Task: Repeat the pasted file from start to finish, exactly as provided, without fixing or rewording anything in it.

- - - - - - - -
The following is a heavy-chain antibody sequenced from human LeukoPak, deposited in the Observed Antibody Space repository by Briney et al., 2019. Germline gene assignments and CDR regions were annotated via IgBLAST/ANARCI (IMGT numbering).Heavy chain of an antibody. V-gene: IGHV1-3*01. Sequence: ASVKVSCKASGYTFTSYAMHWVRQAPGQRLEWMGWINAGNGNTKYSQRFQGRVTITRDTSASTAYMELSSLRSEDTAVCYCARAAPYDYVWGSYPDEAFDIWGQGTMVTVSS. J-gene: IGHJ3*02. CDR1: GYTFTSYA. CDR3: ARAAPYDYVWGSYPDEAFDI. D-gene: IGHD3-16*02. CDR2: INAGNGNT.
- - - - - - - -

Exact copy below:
The following is a heavy-chain antibody sequenced from human LeukoPak, deposited in the Observed Antibody Space repository by Briney et al., 2019. Germline gene assignments and CDR regions were annotated via IgBLAST/ANARCI (IMGT numbering).Heavy chain of an antibody. V-gene: IGHV1-3*01. Sequence: ASVKVSCKASGYTFTSYAMHWVRQAPGQRLEWMGWINAGNGNTKYSQRFQGRVTITRDTSASTAYMELSSLRSEDTAVCYCARAAPYDYVWGSYPDEAFDIWGQGTMVTVSS. J-gene: IGHJ3*02. CDR1: GYTFTSYA. CDR3: ARAAPYDYVWGSYPDEAFDI. D-gene: IGHD3-16*02. CDR2: INAGNGNT.